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Digital Access Pass: A Membership Site/CRM

I have–as a lot of people know–been searching high and low for a workable CRM for my business. I miss desperately the easy fun that was ACT 6.0, and hated every version after that.

I tried Highrise, but it lacked “activity serieses” at the time, schedule once, do often.   I tried HEAP, and while it has suitable features, a great developer and a good ethos, the interface was not one I could think of.

Infusionsoft was an utter rip-off.  Staffed by the same types that brought Option Arms to all of the west with nonchalance, Infusionsoft was expensive, it has a bad interface, and worst of all, you have to adopt to it.  In 20 months of being self employed, Infusionsoft was the only thing that made me feel like somebody’s bitch.  The sales staff lied about its capacity “out of the box,” and the employees that ran it wanted to teach me something about being an entreprenuer, condescendingly selling me coaching.

Still, I think that the $700 I spent was worth it just to learn some slight of hand.  The marketing was so good, so emotionally connecting that I believed, despite evidence to the contrary that they cared.   So, the lesson learned was hire a copywriter so good that you feel happy to have been ripped off, and hopeful despite evidence to the contrary.

I’ve been playing with a lot of membership site software.  And, on Twitter, a tweet about WP-Wishlist got a clever guy following me, the developer of a piece of software called Digital Access Pass. DAP is not without its flaws.  It’s not yet perfect.   But, the structure and the thought behind it is, and it’s going to power a large bit of my customer service for the foreseeable future.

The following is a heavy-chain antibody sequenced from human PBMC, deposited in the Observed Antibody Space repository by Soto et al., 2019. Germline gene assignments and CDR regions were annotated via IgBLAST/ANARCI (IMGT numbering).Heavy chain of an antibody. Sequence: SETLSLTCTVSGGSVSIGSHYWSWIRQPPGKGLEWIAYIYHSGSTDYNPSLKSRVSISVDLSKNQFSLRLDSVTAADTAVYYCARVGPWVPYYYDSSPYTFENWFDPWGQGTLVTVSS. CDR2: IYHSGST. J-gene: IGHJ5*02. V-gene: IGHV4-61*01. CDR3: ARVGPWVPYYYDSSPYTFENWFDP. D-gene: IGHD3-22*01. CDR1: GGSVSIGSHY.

Dap sees things as “product” oriented.  Each product has a group of files and emails that are sequentially released to the customer at an arbitrary interval.  Day 1, email one, file one.  Day 2, email 2, file two.  Etc.

I emailed Ravi, and suggested one feature: that the “emails” that go out can be sent to an arbitrary address, defined on each one.  He wanted to know why: simple: with filters, you can use that as reminders.  So now, if you get a lead you can demonstrate how well you do with dap.   He made the change the same day I pinged him, and has been nothing but a joy to deal with.  (Full disclosure: he has comped me something or other, at some point, yet that has nothing to do with why DAP rocks.)

Put someone into Dap and whatever 8×8 or 12×2 can be expressed automatically. A combination of emails and reminders for you to call can be sent.  With a little elbow grease, you can generate a TODO list or whatever.

The other part is this: you control it.  100%.  It’s not “pay as you go,” it’s “put a script on your server, and then have a SQL database.”   You can also email Ravi and get him to make changes.  It seems that about every 3 weeks he’s adding features and simplifying things.

If your model includes selling anything on the Web, and if you want a way to educate your people, try DAP.  It says “membership site,” but I’m using it as a CRM.   I’ll let you know how I do.  It’s $167, and Ravi will have your back when stuff blows up.

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  • 11 comments

    11 Comments so far

    1. Matt October 12th, 2009 5:51 am

      Chris,
      I’ve been playing with DAP for about a year now and launched a membership site/protected products early this year with it protecting pages, documents and videos (now Amazona S3 hosted files/videos too). My affiliate ID is 8, if that says anything to how long I’ve had it.

      I feel compelled to comment because I’ve seen it grow from the basics to where it is now. Ravi’s support is amazing and if you ask questions or ideas he’ll incorporate it quickly or put it on a list for the next major release. I’ve got much more in support time than I paid for the product.

      Anyhow, I am very curious to hear how you’re using it as CRM. Or, are you using it as a content responder for your customers?

    2. Chris Johnson October 12th, 2009 6:01 am